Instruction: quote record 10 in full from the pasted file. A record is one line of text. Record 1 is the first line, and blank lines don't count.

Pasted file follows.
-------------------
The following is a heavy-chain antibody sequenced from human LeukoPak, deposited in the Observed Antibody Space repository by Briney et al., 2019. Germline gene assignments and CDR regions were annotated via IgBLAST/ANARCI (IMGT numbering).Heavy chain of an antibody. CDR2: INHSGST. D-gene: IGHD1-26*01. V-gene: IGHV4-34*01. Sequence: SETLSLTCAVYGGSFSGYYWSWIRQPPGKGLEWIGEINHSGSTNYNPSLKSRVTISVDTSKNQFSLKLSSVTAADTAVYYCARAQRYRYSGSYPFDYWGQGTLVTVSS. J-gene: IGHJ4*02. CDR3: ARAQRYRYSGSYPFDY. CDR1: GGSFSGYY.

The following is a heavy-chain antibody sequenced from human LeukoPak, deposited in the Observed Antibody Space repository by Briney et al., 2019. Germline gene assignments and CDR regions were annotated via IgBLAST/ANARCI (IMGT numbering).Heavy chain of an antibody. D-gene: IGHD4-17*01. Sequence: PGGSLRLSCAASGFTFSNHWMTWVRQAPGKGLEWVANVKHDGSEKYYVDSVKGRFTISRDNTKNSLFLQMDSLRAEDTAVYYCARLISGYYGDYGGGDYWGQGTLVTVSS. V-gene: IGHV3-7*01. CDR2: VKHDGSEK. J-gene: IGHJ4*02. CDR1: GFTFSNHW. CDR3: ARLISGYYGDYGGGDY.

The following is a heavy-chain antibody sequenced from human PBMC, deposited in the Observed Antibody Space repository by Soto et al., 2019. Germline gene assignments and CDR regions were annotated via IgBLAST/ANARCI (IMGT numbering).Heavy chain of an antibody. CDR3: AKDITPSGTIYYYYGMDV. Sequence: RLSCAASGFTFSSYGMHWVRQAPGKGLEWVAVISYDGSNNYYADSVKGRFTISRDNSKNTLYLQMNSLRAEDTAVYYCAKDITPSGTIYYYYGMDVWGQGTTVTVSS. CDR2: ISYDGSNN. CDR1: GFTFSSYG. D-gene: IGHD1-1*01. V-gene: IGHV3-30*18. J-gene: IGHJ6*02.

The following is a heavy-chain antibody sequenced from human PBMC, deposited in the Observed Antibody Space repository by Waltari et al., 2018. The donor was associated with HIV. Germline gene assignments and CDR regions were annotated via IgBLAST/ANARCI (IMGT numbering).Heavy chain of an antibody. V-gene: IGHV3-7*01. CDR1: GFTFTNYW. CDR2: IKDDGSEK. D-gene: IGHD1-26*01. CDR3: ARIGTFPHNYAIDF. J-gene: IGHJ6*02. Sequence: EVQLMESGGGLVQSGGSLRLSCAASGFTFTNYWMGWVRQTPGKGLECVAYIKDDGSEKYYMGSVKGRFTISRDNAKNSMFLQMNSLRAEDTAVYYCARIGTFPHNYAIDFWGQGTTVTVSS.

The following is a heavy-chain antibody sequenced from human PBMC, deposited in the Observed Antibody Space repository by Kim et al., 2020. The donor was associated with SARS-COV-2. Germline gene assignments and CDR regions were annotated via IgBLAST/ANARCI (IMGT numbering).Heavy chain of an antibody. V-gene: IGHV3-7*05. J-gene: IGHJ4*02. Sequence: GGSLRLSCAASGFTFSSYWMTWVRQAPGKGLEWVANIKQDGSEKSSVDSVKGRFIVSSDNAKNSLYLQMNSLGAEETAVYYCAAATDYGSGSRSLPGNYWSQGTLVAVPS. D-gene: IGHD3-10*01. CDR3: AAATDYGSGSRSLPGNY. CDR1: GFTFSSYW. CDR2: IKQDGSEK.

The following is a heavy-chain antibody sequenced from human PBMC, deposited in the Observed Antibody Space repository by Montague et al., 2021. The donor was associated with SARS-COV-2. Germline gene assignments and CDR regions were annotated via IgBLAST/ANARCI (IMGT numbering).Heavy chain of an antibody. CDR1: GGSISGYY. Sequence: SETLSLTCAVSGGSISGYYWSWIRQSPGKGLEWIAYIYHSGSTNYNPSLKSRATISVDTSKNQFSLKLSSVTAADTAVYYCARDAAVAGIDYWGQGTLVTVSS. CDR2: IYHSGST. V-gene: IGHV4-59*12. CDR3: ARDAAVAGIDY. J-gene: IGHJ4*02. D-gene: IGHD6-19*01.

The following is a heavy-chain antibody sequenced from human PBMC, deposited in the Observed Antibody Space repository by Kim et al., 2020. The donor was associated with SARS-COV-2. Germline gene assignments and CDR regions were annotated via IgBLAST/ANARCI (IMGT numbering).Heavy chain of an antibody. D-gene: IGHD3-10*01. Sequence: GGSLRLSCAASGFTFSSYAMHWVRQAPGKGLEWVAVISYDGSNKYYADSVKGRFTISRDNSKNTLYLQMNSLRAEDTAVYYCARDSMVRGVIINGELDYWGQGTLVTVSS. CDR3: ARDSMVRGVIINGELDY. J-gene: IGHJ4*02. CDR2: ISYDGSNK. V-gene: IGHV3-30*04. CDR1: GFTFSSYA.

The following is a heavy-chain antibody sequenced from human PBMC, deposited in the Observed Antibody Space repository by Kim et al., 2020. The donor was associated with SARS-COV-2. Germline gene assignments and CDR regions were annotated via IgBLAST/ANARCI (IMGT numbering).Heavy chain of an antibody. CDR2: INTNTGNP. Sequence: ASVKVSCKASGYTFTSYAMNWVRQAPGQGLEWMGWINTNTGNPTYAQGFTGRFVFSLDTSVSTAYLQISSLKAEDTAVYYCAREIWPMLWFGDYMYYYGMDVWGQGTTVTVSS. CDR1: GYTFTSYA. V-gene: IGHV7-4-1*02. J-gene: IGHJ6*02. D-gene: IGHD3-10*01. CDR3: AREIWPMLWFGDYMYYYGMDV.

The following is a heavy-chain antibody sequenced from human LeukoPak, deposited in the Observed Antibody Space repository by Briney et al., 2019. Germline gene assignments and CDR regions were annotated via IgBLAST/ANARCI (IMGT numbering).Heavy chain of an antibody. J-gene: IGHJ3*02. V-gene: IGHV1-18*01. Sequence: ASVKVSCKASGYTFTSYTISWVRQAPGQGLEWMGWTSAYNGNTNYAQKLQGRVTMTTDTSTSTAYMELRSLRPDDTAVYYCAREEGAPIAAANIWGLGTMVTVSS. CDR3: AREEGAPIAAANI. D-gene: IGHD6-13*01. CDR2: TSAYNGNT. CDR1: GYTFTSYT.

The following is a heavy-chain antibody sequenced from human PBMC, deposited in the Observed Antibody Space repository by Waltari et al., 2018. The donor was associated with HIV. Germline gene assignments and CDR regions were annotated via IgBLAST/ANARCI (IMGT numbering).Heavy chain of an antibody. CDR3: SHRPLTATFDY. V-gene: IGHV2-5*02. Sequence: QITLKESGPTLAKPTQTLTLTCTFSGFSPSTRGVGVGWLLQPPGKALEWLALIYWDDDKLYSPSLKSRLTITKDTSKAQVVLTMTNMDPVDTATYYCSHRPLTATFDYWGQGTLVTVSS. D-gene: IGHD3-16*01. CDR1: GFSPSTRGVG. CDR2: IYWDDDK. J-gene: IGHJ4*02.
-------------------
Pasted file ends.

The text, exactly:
The following is a heavy-chain antibody sequenced from human PBMC, deposited in the Observed Antibody Space repository by Waltari et al., 2018. The donor was associated with HIV. Germline gene assignments and CDR regions were annotated via IgBLAST/ANARCI (IMGT numbering).Heavy chain of an antibody. CDR3: SHRPLTATFDY. V-gene: IGHV2-5*02. Sequence: QITLKESGPTLAKPTQTLTLTCTFSGFSPSTRGVGVGWLLQPPGKALEWLALIYWDDDKLYSPSLKSRLTITKDTSKAQVVLTMTNMDPVDTATYYCSHRPLTATFDYWGQGTLVTVSS. D-gene: IGHD3-16*01. CDR1: GFSPSTRGVG. CDR2: IYWDDDK. J-gene: IGHJ4*02.